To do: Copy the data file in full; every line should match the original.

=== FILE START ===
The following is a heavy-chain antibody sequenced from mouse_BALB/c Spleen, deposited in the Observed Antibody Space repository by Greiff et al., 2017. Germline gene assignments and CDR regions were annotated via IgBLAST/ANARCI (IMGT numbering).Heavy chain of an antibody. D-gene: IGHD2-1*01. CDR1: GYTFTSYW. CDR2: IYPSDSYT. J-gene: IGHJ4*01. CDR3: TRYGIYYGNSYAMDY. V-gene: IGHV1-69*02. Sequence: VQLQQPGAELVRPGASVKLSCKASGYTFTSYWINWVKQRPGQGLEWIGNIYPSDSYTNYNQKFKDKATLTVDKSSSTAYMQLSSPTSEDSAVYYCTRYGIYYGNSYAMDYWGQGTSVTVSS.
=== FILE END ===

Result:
The following is a heavy-chain antibody sequenced from mouse_BALB/c Spleen, deposited in the Observed Antibody Space repository by Greiff et al., 2017. Germline gene assignments and CDR regions were annotated via IgBLAST/ANARCI (IMGT numbering).Heavy chain of an antibody. D-gene: IGHD2-1*01. CDR1: GYTFTSYW. CDR2: IYPSDSYT. J-gene: IGHJ4*01. CDR3: TRYGIYYGNSYAMDY. V-gene: IGHV1-69*02. Sequence: VQLQQPGAELVRPGASVKLSCKASGYTFTSYWINWVKQRPGQGLEWIGNIYPSDSYTNYNQKFKDKATLTVDKSSSTAYMQLSSPTSEDSAVYYCTRYGIYYGNSYAMDYWGQGTSVTVSS.